I do have a technical question for the department with regard to the railways. What is important for the small farmers out there who may be watching on television and assessing how this is all going to work is whether it is going to be a clumsy system for moving their grain on producer cars. Are they going to have template agreements that will be able to smooth that system and the transition?

These are the kinds of things they're asking about. I'm wondering if the department has actually done some work with regard to that. I know that the minister referred to some of the work he's done with railways on the transportation of products across western Canada. I wonder if either of you have any comments with regard to that.

9:45 p.m.

Deputy Minister, Department of Agriculture and Agri-Food

John Knubley

As you know, the work of the department has been done very closely with Transport Canada. Even in our working group, as you know, Transport Canada participated in that work.

The rail review itself, as you know, has four elements, including a facilitator—now Mr. Dinning—and establishing service-level templates, and looking at the dispute settlement resolution mechanism. That will ultimately lead to legislation.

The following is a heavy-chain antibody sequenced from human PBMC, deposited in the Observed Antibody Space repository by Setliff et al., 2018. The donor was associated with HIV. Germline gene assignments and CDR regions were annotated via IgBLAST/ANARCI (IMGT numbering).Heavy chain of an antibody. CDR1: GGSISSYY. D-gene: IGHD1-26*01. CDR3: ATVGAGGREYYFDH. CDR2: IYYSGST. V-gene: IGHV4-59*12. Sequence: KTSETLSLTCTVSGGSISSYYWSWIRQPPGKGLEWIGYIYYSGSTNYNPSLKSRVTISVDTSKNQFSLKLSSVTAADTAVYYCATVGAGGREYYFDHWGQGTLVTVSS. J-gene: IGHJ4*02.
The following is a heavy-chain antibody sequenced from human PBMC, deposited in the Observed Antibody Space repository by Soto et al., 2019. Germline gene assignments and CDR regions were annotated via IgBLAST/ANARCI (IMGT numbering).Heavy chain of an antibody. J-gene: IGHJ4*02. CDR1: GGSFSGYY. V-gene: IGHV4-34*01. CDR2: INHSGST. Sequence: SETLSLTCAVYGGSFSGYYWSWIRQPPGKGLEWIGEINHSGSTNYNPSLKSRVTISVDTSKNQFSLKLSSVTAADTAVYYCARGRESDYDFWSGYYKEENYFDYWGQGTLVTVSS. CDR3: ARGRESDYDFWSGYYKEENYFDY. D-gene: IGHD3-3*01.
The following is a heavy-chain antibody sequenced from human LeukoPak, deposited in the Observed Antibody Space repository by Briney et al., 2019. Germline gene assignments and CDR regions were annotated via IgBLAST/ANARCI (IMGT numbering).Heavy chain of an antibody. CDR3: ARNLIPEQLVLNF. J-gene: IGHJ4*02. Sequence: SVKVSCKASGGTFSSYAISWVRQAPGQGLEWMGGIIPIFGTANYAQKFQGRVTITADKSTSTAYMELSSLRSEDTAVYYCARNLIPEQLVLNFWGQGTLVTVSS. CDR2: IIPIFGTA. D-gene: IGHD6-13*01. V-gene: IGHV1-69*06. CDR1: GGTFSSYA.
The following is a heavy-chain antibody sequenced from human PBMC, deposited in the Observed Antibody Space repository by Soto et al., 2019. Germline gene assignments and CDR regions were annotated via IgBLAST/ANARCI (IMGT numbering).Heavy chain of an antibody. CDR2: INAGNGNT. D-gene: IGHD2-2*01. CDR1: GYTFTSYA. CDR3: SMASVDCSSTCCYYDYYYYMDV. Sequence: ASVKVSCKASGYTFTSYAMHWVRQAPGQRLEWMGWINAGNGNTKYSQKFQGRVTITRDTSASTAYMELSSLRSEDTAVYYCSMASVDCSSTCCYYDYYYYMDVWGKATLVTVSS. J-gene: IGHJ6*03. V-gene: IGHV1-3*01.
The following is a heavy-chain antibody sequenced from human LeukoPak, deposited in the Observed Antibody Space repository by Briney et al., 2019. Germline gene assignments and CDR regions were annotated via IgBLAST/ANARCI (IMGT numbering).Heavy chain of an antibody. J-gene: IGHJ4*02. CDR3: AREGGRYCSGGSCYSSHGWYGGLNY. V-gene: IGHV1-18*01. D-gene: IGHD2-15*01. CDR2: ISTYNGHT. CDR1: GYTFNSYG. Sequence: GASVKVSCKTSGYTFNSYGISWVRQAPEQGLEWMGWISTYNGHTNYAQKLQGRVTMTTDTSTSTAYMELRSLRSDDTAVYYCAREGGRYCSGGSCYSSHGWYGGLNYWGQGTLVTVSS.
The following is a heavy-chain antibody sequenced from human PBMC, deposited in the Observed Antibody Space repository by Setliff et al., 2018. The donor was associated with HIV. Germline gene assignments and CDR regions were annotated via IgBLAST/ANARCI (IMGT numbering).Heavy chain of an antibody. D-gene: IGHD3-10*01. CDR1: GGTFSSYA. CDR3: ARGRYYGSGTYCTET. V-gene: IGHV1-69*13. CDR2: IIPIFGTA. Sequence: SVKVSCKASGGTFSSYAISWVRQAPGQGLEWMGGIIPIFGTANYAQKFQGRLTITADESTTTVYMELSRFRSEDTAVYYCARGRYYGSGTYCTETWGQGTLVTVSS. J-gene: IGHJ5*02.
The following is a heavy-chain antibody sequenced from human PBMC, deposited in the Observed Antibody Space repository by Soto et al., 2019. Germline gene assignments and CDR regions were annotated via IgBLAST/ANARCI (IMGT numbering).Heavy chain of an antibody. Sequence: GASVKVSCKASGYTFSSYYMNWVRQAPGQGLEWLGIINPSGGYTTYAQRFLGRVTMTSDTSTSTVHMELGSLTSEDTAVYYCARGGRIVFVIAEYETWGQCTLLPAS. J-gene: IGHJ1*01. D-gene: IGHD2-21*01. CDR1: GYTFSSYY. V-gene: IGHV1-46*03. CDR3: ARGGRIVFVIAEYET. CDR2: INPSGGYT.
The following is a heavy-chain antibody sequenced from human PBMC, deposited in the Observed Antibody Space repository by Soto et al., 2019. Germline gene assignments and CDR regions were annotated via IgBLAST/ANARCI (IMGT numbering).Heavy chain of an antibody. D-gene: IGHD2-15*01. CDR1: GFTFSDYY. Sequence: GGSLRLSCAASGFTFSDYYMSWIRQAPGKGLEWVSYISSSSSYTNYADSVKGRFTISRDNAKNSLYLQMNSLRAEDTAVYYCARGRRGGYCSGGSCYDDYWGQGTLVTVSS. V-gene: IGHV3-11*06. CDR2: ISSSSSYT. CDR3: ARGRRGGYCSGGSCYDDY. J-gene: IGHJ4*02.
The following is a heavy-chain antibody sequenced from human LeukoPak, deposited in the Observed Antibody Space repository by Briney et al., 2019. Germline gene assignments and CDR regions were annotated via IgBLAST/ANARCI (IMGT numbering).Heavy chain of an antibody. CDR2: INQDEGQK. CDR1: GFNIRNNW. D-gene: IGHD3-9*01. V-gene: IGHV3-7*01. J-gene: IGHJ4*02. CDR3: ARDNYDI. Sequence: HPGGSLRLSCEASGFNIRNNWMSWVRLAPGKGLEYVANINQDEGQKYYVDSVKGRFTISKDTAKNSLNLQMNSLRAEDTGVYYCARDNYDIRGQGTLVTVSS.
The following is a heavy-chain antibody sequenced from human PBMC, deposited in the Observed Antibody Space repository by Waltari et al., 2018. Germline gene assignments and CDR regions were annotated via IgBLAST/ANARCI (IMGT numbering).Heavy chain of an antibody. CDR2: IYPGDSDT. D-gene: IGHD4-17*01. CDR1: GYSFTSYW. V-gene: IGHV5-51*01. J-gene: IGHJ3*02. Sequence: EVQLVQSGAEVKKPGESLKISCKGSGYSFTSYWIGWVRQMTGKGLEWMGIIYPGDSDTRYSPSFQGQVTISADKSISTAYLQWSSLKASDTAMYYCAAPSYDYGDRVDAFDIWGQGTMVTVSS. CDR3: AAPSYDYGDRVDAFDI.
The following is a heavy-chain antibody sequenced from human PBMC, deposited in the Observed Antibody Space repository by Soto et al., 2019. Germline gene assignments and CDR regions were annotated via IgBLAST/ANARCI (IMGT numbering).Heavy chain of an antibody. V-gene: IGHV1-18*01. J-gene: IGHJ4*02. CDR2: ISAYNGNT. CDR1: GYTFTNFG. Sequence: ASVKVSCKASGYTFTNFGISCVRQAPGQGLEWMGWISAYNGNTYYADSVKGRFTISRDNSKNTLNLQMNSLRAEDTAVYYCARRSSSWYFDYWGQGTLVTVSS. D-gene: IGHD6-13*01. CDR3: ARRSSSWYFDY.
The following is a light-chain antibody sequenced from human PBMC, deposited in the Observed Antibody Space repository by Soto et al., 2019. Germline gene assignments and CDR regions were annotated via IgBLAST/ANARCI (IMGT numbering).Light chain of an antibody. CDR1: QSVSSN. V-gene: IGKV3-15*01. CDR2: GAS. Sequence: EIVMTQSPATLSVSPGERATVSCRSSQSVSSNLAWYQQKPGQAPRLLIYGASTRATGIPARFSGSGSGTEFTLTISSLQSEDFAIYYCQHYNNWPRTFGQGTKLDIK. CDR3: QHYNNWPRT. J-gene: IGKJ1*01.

There is a commodity supply chain table and a grain supply chain study, and this is where we will work very closely with Agriculture Canada, Transport Canada, and representatives of the agriculture sector, working together on that grain supply chain study.

The minister mentioned as well that we're working through our various value chain round tables with all grain producers—whether pulse, wheat, or barley producers—sitting down and understanding what the challenges and opportunities will be as we move forward into the new open system. So we have been doing that. Gordon Bacon, who was testifying here yesterday, has been particularly active in developing some of those discussions.

9:45 p.m.

Conservative

The Chair Conservative Blaine Calkins

Thank you, Mr. Knubley, and Mr. Merrifield. I believe we've honoured the agreement that was put in place.

I would like to thank you, Mr. Knubley, and Mr. Meredith, for appearing for two days in a row before this committee and providing answers to committee members' questions.

For the edification of committee members here, we will convene a meeting tomorrow for clause-by-clause review of this piece of legislation. We have some very strict rules of governance about how that's going to happen. I would encourage members to review those before they come to the committee meeting tomorrow night.

Tomorrow night we will start as a public meeting. We will be joined by a legislative clerk, I believe Mr. Wayne Cole, who is going to be here, as well as officials from the department who will be providing any advice on how that legislation was drafted and what the intent of that legislation might be.

With that, the meeting is adjourned.